• Effective immediately we will be deleting, without notice, any negative threads or posts that deal with the use of encryption and streaming of scanner audio.

    We've noticed a huge increase in rants and negative posts that revolve around agencies going to encryption due to the broadcasting of scanner audio on the internet. It's now worn out and continues to be the same recycled rants. These rants hijack the threads and derail the conversation. They no longer have a place anywhere on this forum other than in the designated threads in the Rants forum in the Tavern.

    If you violate these guidelines your post will be deleted without notice and an infraction will be issued. We are not against discussion of this issue. You just need to do it in the right place. For example:
    https://forums.radioreference.com/rants/224104-official-thread-live-audio-feeds-scanners-wait-encryption.html

Why no alternatives to RR?

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Ensnared

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#1
Here is something I don't fully understand. Why aren't there any alternative sources of radio information other than RR for downloading purposes? I know it is possible to manually program radio systems, but owning a Whistler or Uniden requires information to be obtained from RR via internet. I don't see any other option listed in Sentinel or ARC. If competition is so wonderful, why is there no competition? It seems RR has the monopoly. I also understand that RR relies on the hypervigilant eyes of listeners. But, I would gladly pay more for another source, provided it was a good one. Any thoughts?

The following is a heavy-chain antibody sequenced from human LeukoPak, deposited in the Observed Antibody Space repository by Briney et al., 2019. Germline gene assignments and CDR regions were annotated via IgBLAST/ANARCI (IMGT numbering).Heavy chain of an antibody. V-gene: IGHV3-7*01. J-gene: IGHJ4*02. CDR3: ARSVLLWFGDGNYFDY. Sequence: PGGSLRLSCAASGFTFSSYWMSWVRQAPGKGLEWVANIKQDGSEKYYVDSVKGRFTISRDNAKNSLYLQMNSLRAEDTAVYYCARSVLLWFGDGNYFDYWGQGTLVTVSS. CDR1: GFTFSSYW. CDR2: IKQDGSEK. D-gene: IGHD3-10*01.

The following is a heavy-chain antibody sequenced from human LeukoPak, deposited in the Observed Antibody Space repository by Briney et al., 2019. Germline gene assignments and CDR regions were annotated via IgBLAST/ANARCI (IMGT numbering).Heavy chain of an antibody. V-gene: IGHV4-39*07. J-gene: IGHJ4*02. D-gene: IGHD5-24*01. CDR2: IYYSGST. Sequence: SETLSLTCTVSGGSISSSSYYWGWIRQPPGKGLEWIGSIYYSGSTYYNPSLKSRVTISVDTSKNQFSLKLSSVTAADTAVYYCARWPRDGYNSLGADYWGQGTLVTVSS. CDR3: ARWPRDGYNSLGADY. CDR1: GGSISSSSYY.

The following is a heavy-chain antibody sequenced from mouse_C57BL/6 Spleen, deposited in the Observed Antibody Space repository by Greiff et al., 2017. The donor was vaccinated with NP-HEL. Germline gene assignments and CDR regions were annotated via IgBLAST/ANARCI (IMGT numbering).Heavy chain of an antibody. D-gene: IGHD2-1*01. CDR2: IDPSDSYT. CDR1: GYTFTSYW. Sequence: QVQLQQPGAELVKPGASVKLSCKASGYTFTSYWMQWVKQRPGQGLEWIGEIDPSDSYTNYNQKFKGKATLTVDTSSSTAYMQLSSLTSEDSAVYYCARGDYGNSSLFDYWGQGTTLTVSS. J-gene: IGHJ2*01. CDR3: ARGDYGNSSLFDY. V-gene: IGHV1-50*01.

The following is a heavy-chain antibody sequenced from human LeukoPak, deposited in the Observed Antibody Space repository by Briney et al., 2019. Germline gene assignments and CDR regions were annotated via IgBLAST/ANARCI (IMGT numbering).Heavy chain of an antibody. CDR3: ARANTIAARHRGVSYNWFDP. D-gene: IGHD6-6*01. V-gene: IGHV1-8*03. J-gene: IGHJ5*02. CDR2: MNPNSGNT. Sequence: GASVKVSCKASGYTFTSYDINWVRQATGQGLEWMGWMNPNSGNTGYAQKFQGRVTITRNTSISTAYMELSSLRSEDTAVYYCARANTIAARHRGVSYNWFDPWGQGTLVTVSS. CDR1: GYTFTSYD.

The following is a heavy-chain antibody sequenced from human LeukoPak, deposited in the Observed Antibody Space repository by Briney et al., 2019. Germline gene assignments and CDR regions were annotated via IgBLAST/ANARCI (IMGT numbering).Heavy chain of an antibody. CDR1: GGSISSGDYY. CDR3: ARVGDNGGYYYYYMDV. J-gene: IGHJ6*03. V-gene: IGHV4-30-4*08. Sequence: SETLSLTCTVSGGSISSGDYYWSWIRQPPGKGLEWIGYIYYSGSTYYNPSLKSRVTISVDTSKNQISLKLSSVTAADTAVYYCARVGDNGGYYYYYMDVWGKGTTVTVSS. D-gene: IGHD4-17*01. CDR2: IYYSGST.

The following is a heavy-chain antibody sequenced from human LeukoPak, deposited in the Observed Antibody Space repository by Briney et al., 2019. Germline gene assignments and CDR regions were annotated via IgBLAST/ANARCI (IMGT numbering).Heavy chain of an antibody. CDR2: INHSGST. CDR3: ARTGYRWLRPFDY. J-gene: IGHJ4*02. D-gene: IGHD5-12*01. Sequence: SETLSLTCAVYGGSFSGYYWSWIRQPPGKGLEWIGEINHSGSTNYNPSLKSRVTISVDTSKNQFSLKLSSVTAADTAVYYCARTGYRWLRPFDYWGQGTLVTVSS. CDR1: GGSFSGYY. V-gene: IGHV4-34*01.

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#2
https://en.wikipedia.org/wiki/Network_effect

The scanner manufacturers use RR as a data source because it has the largest network of active contributors.

RR attracts the most contributors because the scanner manufacturers use it.

You're free to build a web site with a frequency database, and attempt to recruit contributors nationwide, but you'll have to invest a lot of time and money to hope to rival RR.
 

KK4JUG

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#3
Here is something I don't fully understand. Why aren't there any alternative sources of radio information other than RR for downloading purposes? I know it is possible to manually program radio systems, but owning a Whistler or Uniden requires information to be obtained from RR via internet. I don't see any other option listed in Sentinel or ARC. If competition is so wonderful, why is there no competition? It seems RR has the monopoly. I also understand that RR relies on the hypervigilant eyes of listeners. But, I would gladly pay more for another source, provided it was a good one. Any thoughts?